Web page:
goal for both players is to lose, whereas in LO-search the main goal for one
player, called the max player, is to lose (or give the opponent some prospect of
winning), while the min player is striving to win. Again we assume that the max
player, who will adopt LO-search, has complete knowledge of the min player’s
evaluation function.
It is evident that, the worse the score of the move played, the higher the
potential to lose. However, LO-search should not play moves that are too stupid,
such as giving up a queen for free in chess. Therefore, it is important to examine
at a given position whether LO-search is to be used or not.
Many variations on LO-search are possible. The above definition seems to be
one of the most reasonable variations for playing an intentional error, since LO-
search often plays only a little weaker than the program’s real strength. But,
in many tactical situations, the second-best move may be just as bad as the
worst—for example, failing to recapture a piece or making the wrong response
to a mate threat in chess. In such cases, an LO-search move will be very poor.
A solution to this problem is to recognize when a non-optimal move should be
played and when not.
An additional problem with LO-search is that the min player can be aware of
an intentional error played by the max player.

Tutoring Search. To tackle the problems just mentioned, we define the concept
of loss as the difference between the value of the move chosen and that of the
optimal move in the OM-search sense, and the notion of loss limit ε, a bound for
the loss beyond which the min player probably will be aware of the max player’s
intentional error. The value of ε should be small when the two players have
comparable strength. When the min player’s evaluation function is identical to
the max player’s, ε must be set to 0: the max player cannot play any move
TUTORING STRATEGIES IN GAME-TREE SEARCH 435

by TU-search other than the best move from his point of view. A definition of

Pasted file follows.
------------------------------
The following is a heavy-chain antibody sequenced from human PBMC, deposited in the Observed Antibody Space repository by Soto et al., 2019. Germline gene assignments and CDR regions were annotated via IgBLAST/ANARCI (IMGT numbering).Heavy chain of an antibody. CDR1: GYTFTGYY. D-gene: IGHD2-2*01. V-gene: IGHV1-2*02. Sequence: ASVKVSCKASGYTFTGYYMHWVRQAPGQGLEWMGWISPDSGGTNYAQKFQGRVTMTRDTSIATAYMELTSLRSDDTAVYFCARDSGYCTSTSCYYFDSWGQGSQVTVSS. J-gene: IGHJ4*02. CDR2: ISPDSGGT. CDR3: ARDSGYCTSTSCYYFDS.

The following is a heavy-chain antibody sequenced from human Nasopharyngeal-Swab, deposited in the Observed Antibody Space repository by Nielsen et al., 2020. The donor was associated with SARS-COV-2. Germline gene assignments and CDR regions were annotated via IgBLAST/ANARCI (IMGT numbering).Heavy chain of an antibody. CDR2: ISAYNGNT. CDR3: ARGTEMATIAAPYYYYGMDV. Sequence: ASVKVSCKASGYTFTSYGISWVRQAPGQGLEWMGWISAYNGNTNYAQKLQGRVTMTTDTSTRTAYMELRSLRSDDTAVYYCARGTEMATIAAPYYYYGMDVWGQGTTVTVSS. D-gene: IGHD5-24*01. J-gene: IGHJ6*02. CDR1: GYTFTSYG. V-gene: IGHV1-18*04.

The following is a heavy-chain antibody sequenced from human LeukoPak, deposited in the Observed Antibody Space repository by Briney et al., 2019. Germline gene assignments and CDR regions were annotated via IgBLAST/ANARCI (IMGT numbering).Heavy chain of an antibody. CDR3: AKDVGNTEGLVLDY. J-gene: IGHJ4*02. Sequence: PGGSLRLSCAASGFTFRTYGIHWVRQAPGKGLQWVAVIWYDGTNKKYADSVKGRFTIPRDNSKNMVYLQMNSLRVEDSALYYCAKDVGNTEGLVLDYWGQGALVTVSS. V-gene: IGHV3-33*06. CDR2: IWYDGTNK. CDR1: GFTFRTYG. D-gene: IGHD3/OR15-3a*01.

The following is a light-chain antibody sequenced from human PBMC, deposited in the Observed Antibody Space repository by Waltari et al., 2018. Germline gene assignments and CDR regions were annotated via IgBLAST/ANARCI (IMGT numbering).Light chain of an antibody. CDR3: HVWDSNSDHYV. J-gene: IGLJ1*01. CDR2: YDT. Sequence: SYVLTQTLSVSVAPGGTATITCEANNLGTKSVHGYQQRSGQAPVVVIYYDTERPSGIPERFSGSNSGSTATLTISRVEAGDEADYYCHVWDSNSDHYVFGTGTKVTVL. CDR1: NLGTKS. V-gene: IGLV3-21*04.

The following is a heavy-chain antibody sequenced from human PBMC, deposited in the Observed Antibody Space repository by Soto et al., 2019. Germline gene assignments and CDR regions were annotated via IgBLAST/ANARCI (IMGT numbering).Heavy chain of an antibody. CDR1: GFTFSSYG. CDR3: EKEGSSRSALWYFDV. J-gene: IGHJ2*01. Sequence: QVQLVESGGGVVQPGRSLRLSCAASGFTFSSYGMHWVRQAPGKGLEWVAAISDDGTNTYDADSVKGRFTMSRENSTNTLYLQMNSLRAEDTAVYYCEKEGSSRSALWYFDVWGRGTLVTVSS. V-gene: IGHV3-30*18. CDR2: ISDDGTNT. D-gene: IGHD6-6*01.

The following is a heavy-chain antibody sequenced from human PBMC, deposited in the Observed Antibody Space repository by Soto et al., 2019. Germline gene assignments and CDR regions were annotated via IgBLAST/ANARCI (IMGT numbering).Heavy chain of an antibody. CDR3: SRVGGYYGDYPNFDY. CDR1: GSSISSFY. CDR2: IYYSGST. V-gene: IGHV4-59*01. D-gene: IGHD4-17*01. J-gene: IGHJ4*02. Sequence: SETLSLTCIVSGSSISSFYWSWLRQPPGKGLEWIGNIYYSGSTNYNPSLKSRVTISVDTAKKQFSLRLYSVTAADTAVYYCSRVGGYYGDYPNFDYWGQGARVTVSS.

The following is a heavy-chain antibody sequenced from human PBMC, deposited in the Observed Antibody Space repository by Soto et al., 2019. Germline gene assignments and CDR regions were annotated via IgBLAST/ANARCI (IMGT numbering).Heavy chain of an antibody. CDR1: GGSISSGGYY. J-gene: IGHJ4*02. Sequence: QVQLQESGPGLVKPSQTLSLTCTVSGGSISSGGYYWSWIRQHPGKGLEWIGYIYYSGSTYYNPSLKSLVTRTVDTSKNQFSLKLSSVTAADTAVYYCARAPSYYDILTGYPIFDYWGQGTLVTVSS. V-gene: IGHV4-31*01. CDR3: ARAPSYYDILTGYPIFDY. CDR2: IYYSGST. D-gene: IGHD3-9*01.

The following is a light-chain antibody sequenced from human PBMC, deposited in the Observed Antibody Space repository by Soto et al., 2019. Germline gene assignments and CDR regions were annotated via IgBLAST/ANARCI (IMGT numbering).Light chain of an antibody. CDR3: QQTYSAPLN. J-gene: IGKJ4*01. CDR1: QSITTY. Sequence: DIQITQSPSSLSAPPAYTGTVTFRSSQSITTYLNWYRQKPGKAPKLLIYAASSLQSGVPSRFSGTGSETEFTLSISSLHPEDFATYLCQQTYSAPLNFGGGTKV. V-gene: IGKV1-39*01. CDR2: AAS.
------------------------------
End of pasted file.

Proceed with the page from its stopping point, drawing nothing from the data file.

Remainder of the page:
TU-search now is the following:
a search strategy that chooses a move taking the opponent model into
account at a min position and minimizing the value by OM-search at a
max position, provided that an intentional error will be unnoticed by the
opponent.
Contrary to LO-search, tutoring search only will play an intentional error when
this will be unnoticed by the opponent. It will not consider very stupid moves
(from both player’s point of view). On the other hand, since very dumb moves are
avoided, it will be possible to choose the lowest-valued one among the candidate
intentional errors.

References
[Iida and Uiterwijk 1993] H. Iida and J. W. H. M. Uiterwijk, “Thoughts on
grandmaster-like strategies”, pp. 1–8 in Proceedings of The Second European Shogi
Workshop, Shogi Deutschland and EMBL, Heidelberg, 1993.
[Iida et al. 1993] H. Iida, J. W. H. M. Uiterwijk, and H. J. van den Herik, “Opponent-
model search”, Technical Report CS 93-03, Department of Computer Science,
University of Limburg, Maastricht, 1993.

Hiroyuki Iida
Department of Computer Science
Tokyo University of Agriculture and Technology
Tokyo, Japan
iida@etl.go.jp

Yoshiyuki Kotani
Department of Computer Science
Tokyo University of Agriculture and Technology
Tokyo, Japan

Jos W. H. M. Uiterwijk
Jos W. H. M. Uiterwijk
Department of Computer Science
University of Limburg
Maastricht, The Netherlands